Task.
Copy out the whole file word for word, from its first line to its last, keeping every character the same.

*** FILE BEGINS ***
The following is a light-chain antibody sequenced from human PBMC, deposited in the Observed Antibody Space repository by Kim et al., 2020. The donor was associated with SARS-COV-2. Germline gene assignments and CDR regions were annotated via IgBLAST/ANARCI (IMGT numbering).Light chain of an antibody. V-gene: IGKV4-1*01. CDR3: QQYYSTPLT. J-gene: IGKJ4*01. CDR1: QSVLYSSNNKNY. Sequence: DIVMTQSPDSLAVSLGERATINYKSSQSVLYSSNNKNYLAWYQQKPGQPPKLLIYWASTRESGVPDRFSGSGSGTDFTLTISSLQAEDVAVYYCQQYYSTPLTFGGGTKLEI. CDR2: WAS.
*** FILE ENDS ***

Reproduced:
The following is a light-chain antibody sequenced from human PBMC, deposited in the Observed Antibody Space repository by Kim et al., 2020. The donor was associated with SARS-COV-2. Germline gene assignments and CDR regions were annotated via IgBLAST/ANARCI (IMGT numbering).Light chain of an antibody. V-gene: IGKV4-1*01. CDR3: QQYYSTPLT. J-gene: IGKJ4*01. CDR1: QSVLYSSNNKNY. Sequence: DIVMTQSPDSLAVSLGERATINYKSSQSVLYSSNNKNYLAWYQQKPGQPPKLLIYWASTRESGVPDRFSGSGSGTDFTLTISSLQAEDVAVYYCQQYYSTPLTFGGGTKLEI. CDR2: WAS.